Former WiJ Chair Eleanor Mills has bagged another one of Sheryl Sandberg’s first interviews following news of her Meta departure.
The exclusive Q&A was played to the business community at the London Stock Exchange on Wednesday during an event to mark a milestone for gender equality efforts.
During the interview, Sheryl revealed:
- Mark Zuckerburg was living and working out of studio apartment when she started working for him so they had to have their meetings at her place
- She now plans to devote more time to her philanthropic work including her Lean In Foundation
- The broken rung on the career ladder is that men get promoted on potential whereas women are judged on experience so far
- Mentoring and sponsorship is a powerful way to fix that
Eleanor was moderating a panel discussion for the 30% Club, a campaign pushing for gender balance at the top of the worlds biggest companies – and run by WiJ committee member and freelance journalist Laura Whitcombe.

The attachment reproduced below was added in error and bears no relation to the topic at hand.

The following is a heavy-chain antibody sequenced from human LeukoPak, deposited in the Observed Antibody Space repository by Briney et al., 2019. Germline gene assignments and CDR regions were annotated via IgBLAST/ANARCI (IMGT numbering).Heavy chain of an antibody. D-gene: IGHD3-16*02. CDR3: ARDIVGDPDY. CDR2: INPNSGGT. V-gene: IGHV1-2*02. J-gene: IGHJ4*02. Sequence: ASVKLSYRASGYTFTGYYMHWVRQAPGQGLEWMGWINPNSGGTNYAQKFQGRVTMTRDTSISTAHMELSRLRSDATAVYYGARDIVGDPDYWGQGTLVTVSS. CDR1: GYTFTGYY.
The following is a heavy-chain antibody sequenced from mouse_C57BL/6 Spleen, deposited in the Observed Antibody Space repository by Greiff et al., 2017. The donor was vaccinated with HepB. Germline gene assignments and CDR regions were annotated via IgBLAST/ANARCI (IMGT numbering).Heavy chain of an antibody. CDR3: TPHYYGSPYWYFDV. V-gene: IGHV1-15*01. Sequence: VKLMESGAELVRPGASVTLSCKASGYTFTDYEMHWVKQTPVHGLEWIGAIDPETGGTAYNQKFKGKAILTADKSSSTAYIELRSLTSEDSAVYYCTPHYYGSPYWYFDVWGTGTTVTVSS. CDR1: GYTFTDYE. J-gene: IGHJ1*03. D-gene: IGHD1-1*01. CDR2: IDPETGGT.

The event was celebrating the tenth anniversary of the Club’s cross-company mentoring programme, which is now the world’s biggest with 16,000 participants from 50 countries and business 30 sectors having benefitted from it.
Analysis from Moving Ahead, the company that delivers the programme, reveals:
- mentees were 47% more likely to be promoted than non-mentee peers in the three years after the programme
- 70% of mentees said they felt more confident and empowered by the programme
- the same proportion said there were “inspired to create change in their careers or organisations”
- Half the mentees agreed with the statement: “My career has been affected by far less organisational bias and impenetrable networks since I found a mentor.”
Earlier this year, The Mirror publisher Reach (current WiJ Chair Alison Phillips is Editor of the Mirror) became the first newspaper group to sign up to the 30% Club. Its CEO and chair committed to beyond 30% female representation at board and executive level and at least one person of colour at both levels by the end of 2023 in support of the Parker Review, which pushes for greater racial and ethnic diversity in corporate leadership.
You can read more about the 30% Club’s progress in getting more women appointed to top jobs and the mentoring programme in Eleanor’s article for the Financial Times here and you can find out more about Women In Journalism’s mentoring programme here.